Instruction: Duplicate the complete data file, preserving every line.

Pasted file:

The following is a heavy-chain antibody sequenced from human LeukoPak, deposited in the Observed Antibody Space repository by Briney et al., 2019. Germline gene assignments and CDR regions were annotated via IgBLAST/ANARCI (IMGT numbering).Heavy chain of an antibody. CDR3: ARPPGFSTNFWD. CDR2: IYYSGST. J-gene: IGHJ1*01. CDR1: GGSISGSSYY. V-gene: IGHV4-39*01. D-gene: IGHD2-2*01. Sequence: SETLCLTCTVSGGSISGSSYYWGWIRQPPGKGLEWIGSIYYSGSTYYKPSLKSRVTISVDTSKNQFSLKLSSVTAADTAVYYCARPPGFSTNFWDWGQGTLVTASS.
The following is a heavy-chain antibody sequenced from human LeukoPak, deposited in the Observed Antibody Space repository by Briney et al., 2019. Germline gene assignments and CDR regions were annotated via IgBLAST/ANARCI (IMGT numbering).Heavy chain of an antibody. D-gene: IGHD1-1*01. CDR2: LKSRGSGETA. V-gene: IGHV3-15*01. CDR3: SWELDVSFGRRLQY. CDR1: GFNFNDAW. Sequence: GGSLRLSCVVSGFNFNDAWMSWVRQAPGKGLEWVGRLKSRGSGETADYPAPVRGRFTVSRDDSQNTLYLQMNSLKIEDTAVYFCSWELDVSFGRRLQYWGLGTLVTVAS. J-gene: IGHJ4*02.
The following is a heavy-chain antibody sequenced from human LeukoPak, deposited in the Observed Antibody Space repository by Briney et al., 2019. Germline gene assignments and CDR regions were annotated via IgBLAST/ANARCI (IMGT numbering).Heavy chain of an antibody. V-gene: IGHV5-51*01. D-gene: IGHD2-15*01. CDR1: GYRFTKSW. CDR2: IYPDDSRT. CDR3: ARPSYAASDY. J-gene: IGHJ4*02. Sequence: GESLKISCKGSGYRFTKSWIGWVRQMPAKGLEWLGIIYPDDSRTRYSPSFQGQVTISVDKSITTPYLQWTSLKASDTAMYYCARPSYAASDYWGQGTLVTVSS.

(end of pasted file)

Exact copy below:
The following is a heavy-chain antibody sequenced from human LeukoPak, deposited in the Observed Antibody Space repository by Briney et al., 2019. Germline gene assignments and CDR regions were annotated via IgBLAST/ANARCI (IMGT numbering).Heavy chain of an antibody. CDR3: ARPPGFSTNFWD. CDR2: IYYSGST. J-gene: IGHJ1*01. CDR1: GGSISGSSYY. V-gene: IGHV4-39*01. D-gene: IGHD2-2*01. Sequence: SETLCLTCTVSGGSISGSSYYWGWIRQPPGKGLEWIGSIYYSGSTYYKPSLKSRVTISVDTSKNQFSLKLSSVTAADTAVYYCARPPGFSTNFWDWGQGTLVTASS.
The following is a heavy-chain antibody sequenced from human LeukoPak, deposited in the Observed Antibody Space repository by Briney et al., 2019. Germline gene assignments and CDR regions were annotated via IgBLAST/ANARCI (IMGT numbering).Heavy chain of an antibody. D-gene: IGHD1-1*01. CDR2: LKSRGSGETA. V-gene: IGHV3-15*01. CDR3: SWELDVSFGRRLQY. CDR1: GFNFNDAW. Sequence: GGSLRLSCVVSGFNFNDAWMSWVRQAPGKGLEWVGRLKSRGSGETADYPAPVRGRFTVSRDDSQNTLYLQMNSLKIEDTAVYFCSWELDVSFGRRLQYWGLGTLVTVAS. J-gene: IGHJ4*02.
The following is a heavy-chain antibody sequenced from human LeukoPak, deposited in the Observed Antibody Space repository by Briney et al., 2019. Germline gene assignments and CDR regions were annotated via IgBLAST/ANARCI (IMGT numbering).Heavy chain of an antibody. V-gene: IGHV5-51*01. D-gene: IGHD2-15*01. CDR1: GYRFTKSW. CDR2: IYPDDSRT. CDR3: ARPSYAASDY. J-gene: IGHJ4*02. Sequence: GESLKISCKGSGYRFTKSWIGWVRQMPAKGLEWLGIIYPDDSRTRYSPSFQGQVTISVDKSITTPYLQWTSLKASDTAMYYCARPSYAASDYWGQGTLVTVSS.